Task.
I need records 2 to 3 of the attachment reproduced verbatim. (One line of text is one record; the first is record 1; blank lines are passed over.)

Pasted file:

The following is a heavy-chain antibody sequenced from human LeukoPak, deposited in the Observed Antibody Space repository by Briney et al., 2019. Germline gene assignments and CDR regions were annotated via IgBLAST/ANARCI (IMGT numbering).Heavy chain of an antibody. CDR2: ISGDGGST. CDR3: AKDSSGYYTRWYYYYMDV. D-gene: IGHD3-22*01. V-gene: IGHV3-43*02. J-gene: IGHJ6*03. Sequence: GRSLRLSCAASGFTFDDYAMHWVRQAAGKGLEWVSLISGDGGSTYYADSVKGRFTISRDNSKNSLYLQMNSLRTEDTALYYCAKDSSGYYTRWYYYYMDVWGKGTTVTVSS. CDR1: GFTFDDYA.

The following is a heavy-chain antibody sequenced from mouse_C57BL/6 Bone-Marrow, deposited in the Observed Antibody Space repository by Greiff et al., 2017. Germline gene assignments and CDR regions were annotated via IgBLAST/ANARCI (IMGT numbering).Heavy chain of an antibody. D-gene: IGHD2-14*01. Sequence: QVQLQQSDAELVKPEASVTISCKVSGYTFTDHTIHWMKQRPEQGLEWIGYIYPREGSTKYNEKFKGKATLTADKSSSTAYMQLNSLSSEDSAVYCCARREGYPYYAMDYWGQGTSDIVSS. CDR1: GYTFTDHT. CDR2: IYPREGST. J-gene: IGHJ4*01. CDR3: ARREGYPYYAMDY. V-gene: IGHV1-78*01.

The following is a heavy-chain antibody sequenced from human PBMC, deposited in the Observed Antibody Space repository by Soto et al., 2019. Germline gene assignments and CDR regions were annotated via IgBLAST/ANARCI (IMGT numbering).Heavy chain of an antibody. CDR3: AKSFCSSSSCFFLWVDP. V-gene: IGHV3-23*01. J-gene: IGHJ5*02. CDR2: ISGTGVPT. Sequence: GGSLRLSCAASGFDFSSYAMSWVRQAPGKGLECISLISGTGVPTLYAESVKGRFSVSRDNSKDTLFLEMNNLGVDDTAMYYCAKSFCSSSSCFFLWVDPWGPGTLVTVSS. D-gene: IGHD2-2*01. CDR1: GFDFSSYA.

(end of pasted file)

The following is a heavy-chain antibody sequenced from mouse_C57BL/6 Bone-Marrow, deposited in the Observed Antibody Space repository by Greiff et al., 2017. Germline gene assignments and CDR regions were annotated via IgBLAST/ANARCI (IMGT numbering).Heavy chain of an antibody. D-gene: IGHD2-14*01. Sequence: QVQLQQSDAELVKPEASVTISCKVSGYTFTDHTIHWMKQRPEQGLEWIGYIYPREGSTKYNEKFKGKATLTADKSSSTAYMQLNSLSSEDSAVYCCARREGYPYYAMDYWGQGTSDIVSS. CDR1: GYTFTDHT. CDR2: IYPREGST. J-gene: IGHJ4*01. CDR3: ARREGYPYYAMDY. V-gene: IGHV1-78*01.

The following is a heavy-chain antibody sequenced from human PBMC, deposited in the Observed Antibody Space repository by Soto et al., 2019. Germline gene assignments and CDR regions were annotated via IgBLAST/ANARCI (IMGT numbering).Heavy chain of an antibody. CDR3: AKSFCSSSSCFFLWVDP. V-gene: IGHV3-23*01. J-gene: IGHJ5*02. CDR2: ISGTGVPT. Sequence: GGSLRLSCAASGFDFSSYAMSWVRQAPGKGLECISLISGTGVPTLYAESVKGRFSVSRDNSKDTLFLEMNNLGVDDTAMYYCAKSFCSSSSCFFLWVDPWGPGTLVTVSS. D-gene: IGHD2-2*01. CDR1: GFDFSSYA.